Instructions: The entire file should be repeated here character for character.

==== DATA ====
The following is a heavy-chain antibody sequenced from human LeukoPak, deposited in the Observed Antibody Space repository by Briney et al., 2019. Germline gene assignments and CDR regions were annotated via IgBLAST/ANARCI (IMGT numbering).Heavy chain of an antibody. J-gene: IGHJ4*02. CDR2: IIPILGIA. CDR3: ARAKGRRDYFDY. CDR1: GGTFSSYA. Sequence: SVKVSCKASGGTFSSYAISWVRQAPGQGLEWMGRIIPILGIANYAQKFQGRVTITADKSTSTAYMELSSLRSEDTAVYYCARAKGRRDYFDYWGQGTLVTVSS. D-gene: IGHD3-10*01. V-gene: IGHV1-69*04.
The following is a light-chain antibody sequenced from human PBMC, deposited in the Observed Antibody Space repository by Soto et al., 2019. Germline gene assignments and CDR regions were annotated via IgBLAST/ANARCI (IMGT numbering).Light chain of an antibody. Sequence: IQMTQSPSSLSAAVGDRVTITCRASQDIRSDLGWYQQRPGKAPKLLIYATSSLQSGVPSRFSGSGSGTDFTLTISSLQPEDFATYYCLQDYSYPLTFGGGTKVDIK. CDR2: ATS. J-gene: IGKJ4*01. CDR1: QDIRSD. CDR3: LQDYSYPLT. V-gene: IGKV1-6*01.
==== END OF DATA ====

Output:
The following is a heavy-chain antibody sequenced from human LeukoPak, deposited in the Observed Antibody Space repository by Briney et al., 2019. Germline gene assignments and CDR regions were annotated via IgBLAST/ANARCI (IMGT numbering).Heavy chain of an antibody. J-gene: IGHJ4*02. CDR2: IIPILGIA. CDR3: ARAKGRRDYFDY. CDR1: GGTFSSYA. Sequence: SVKVSCKASGGTFSSYAISWVRQAPGQGLEWMGRIIPILGIANYAQKFQGRVTITADKSTSTAYMELSSLRSEDTAVYYCARAKGRRDYFDYWGQGTLVTVSS. D-gene: IGHD3-10*01. V-gene: IGHV1-69*04.
The following is a light-chain antibody sequenced from human PBMC, deposited in the Observed Antibody Space repository by Soto et al., 2019. Germline gene assignments and CDR regions were annotated via IgBLAST/ANARCI (IMGT numbering).Light chain of an antibody. Sequence: IQMTQSPSSLSAAVGDRVTITCRASQDIRSDLGWYQQRPGKAPKLLIYATSSLQSGVPSRFSGSGSGTDFTLTISSLQPEDFATYYCLQDYSYPLTFGGGTKVDIK. CDR2: ATS. J-gene: IGKJ4*01. CDR1: QDIRSD. CDR3: LQDYSYPLT. V-gene: IGKV1-6*01.